In this interview, Mary Thorn, the director of agile practices at Ipreo, explains why there shouldn’t be any real differences between large and small agile teams. She details the qualities of an interchangeable tester and breaks down manual versus automated testing.
Josiah Renaudin: Welcome back to another TechWell interview. Today I’m joined by Mary Thorn, the director of agile practices at Ipreo and a software expert who will be speaking in different tutorials and sessions during this year’s STARWEST. Thank you very much for joining us, Mary. First, could you tell us a bit about your experience in the industry?
Mary Thorn: I have been in software testing for more than twenty years in many different domains and platforms. I have been specializing in agile testing for the past ten.
Josiah Renaudin: Let’s start here: What have you found to be the main difference between leading small agile teams versus leading larger agile teams, just in terms of individual tester responsibility? Does an agile tester on a small team have more on their plate than one at a major organization?
Mary Thorn: In my organizations, there are no differences in a small or large test organization. My goal is to make the processes the same across all testers so that they can become "fungible" across teams if I need to switch people around. Over the past three companies, I have used the same testing techniques for the testers regardless of the team size.
Josiah Renaudin: From your experience, does the tester have the most to learn once a team transitions to agile? Is it the tester’s responsibility to learn how to code or automate in order to keep up with the rest of the team?
Mary Thorn: I think it is a tie between the product owner and the tester on the team as who has to learn the most. Product owners have to figure out how to break large requirements into small chunks and testers have to learn how to do full regression in a sprint.
In my opinion, the whole team owns quality, the automation is just a task on the sprint, and we need to have a few people on the team who can perform that task. With that said, I do encourage and train those testers that want to learn on how to code. I believe in the T-shaped Scrum team—the more multi-skilled people on the team, the less "scrummerfall" there is.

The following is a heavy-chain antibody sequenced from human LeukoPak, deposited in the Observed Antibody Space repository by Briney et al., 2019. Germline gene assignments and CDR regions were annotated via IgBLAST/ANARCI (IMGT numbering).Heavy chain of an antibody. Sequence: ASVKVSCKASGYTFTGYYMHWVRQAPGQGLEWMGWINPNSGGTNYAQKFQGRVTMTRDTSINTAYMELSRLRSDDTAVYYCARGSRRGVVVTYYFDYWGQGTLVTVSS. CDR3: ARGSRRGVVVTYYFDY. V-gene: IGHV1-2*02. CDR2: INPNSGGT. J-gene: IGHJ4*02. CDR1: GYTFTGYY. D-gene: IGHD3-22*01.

Josiah Renaudin: What qualities does an interchangeable agile tester often have?
Mary Thorn: Good communication skills, great attitude, passionate about testing and committed, creativity, empathy, and high aptitude.
Josiah Renaudin: When it comes to test automation, how much of your strategy has to change as your organization gets bigger and bigger? Are you incorporating new tools, or it is more about spreading out the testing responsibilities in different ways?
Mary Thorn: It does not change; the framework that we build just needs to be able to consume any new open-source software that teams what to use to help with testing.
Josiah Renaudin: In your mind, is there an ideal split between manual and automated testing on a successful agile team?
Mary Thorn: I have done it every single way in the book: One manual/one automator, one manual/two automators, two testers who could do both, two developers who did the testing, and one manual tester/one developer doing the automation. While I like ideals when I start brand new teams and I have the talent, I prefer to start with the two testers who can do both. However, that is few and far between. Since the whole team owns quality, I look at the talent on the test team and work with the developers and discuss with the team on which way to fill often which is the automation gap. At the end of the day, it's just a task on a sprint that the team has to complete. They own that.
Josiah Renaudin: More than anything, what central lesson do you want your audience to learn when it comes to scaling agile testing?
Mary Thorn: Consistent practices improve quality considerably, even if it is really hard to do that across multiple products in different lifecycles.
Chief storyteller of The Three Pillars of Agile Testing and Quality, Mary Thorn is director of agile practices at Ipreo in Raleigh, NC. Mary has a broad agile and testing background that spans automation, data warehouses, and web-based systems in a wide variety of technologies and testing techniques. During her more than nineteen years of experience with healthcare, HR, financial, and SaaS-based products, Mary has held manager- and contributor-level positions in software development organizations. A strong leader in agile and testing methodologies, Mary has direct experience leading teams through agile adoption and beyond.